Greetings once again friends! This is Episode Nine of the podcast. The title of this week’s episode is “Personal Practices of Prayer.”
This is a follow-up to the two-part series focusing on the meaning of several key expressions in The Lord’s Prayer—the prayer Jesus taught his disciples—which were the focus for our time together last week and the week before.
A Little Background
The bulk of this chapter is taken from a book I wrote and published in 1977. Thirteen Weeks tor Riches: (Which Could Be Glory) was my first attempt at writing and self-publishing a book. The last chapter in Thirteen Weeks was titled “Daily Growth.” I have adapted and updated some of the content for My Seven Essential Daily Prayers.
(As an aside, here are the seven prayers I write about in the book:
- Purity in My Mind
- Righteousness in My Heart
- Integrity in My Life
- Joy in My Spirit
- Strength for My Body
- Wisdom for My Counsel
- To Be a Godly Influence in the World
The eighth—and final—chapter in the book acts as a summary where I shared some thoughts about “What’s next? Where do I go from here?” The title/subtitle of the chapter is . . . “Building The Firewall: Establishing a Daily Habit of Essential Prayers.”
The following stories and thoughts are adapted from that chapter.
If you would like to have more information about the book, you can look it up on amazon.com or click on the picture above.)
During the early to mid-1970s my wife and I—together with our two young children—lived in Taiwan as missionaries. The first two years of our residence there were spent learning Mandarin Chinese. We were part of a small group of other young couples who had been asked by the denomination to prepare for ministry among the millions of Chinese people scattered throughout Asia, including—possibly—the Chinese mainland.
Taiwan provided a base for us to learn the language, become acquainted with—and adapted to—the Chinese culture.
Quite frankly, those early months spent in learning the language were often challenging, even discouraging. It seemed all of us desperately need a spiritual lift. Learning how to pray effectively seemed to hold the promise for answers to what we were feeling. We needed encouragement and inspiration.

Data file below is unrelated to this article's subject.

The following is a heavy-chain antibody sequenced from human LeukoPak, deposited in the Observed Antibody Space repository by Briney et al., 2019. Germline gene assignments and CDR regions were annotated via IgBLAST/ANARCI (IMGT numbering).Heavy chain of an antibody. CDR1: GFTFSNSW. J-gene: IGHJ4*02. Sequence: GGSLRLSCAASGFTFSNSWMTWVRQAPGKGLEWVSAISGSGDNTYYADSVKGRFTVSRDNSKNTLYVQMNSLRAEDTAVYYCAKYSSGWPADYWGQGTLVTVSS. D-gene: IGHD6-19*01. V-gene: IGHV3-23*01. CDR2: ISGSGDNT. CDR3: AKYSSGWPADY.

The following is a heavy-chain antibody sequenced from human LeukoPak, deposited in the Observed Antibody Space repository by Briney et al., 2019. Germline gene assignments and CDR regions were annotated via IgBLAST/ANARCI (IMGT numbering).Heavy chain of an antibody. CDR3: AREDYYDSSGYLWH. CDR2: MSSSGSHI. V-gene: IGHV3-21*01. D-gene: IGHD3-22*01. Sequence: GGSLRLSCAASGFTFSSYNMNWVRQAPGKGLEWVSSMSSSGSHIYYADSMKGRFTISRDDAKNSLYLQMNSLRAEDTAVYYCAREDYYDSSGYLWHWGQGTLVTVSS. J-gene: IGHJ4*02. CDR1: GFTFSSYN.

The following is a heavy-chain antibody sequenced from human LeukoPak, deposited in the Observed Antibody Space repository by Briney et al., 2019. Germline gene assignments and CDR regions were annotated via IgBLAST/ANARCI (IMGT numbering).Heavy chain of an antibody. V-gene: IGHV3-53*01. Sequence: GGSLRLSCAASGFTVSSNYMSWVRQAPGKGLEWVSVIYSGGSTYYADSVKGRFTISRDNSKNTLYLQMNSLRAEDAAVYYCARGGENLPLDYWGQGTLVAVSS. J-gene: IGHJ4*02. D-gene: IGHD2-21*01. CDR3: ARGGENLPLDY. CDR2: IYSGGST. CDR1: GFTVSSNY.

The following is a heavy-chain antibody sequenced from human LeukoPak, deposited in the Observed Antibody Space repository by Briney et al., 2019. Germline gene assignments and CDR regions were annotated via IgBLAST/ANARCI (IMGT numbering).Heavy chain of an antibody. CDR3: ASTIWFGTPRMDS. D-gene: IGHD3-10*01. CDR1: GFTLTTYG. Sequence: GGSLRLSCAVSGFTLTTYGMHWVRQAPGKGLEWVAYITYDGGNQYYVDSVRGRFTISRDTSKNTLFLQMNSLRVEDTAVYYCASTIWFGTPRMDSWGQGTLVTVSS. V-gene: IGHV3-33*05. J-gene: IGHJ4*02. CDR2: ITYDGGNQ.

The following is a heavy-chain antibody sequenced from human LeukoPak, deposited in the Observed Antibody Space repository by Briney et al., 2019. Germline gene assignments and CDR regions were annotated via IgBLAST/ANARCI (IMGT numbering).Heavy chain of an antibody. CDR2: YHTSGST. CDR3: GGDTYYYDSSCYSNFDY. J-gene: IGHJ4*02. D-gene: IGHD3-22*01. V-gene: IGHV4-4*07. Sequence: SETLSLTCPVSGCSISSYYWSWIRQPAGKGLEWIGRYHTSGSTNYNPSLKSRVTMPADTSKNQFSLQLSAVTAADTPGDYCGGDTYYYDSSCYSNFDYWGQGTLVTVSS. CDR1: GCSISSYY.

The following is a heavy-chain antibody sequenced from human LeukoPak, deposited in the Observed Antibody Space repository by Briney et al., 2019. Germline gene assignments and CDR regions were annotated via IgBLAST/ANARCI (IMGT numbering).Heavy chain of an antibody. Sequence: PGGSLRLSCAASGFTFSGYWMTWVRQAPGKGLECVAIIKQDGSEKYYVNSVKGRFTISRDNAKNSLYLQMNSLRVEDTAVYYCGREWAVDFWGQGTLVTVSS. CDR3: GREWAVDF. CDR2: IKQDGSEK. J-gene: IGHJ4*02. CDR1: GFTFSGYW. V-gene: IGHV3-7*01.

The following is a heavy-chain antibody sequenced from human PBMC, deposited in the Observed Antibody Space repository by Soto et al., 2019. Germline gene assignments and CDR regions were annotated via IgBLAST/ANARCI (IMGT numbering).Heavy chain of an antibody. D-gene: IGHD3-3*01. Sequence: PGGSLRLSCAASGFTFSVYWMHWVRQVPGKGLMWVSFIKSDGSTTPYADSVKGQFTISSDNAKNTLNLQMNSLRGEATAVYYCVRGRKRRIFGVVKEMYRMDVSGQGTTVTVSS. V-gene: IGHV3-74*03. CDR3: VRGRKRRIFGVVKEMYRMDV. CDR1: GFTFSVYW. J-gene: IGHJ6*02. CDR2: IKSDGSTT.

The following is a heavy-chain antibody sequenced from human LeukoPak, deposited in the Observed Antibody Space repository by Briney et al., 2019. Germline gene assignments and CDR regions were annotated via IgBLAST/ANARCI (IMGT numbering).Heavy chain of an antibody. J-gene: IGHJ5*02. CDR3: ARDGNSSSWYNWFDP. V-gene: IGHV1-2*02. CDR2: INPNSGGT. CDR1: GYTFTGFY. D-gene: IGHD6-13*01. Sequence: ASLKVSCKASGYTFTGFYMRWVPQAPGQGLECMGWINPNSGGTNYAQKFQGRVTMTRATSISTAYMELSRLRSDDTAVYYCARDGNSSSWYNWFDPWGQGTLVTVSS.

Well, God works in mysterious and wonderful ways. Several of our fellow language students joined us in praying for God to send someone who could guide our understanding and practice of personal prayer.
Very soon, after we began sharing our need with each other and with God, we received notice that a well-known minister from America was scheduled to hold a prayer conference in Taipei! Praise the Lord! We were excited to know God was answering our need.
The speaker was a retired minister about seventy years old. He had more spark and energy than I’ve seen in many men much younger! His secret was a daily connection with God, giving him a divine enthusiasm for life.
Pastor Glenn Coon told of his experience when he left home to attend college. His father, a godly man, took him to the railroad station. Before they parted they had prayer together, then his father gave him this advice: Spend at least one hour every day with the Lord—no matter what.
When Glenn arrived at the college he got a job milking cows on the college farm. He had to leave for work at 4:00 a.m. A busy school program kept him quite busy with classes and study until quite late at night, so to get his “hour with the Lord” he had to get up at 3:00 a.m.! He did this faithfully every morning all during his college years.
At the prayer conference Pastor Coon told me, “I have continued the habit of spending an hour with God every morning. Not always at 3:00 a.m., but every morning before anything else has a chance to interrupt, my time with the Lord has always had the highest priority. It is this habit—more than anything else—that has energized my life and given me the strength I need every day.”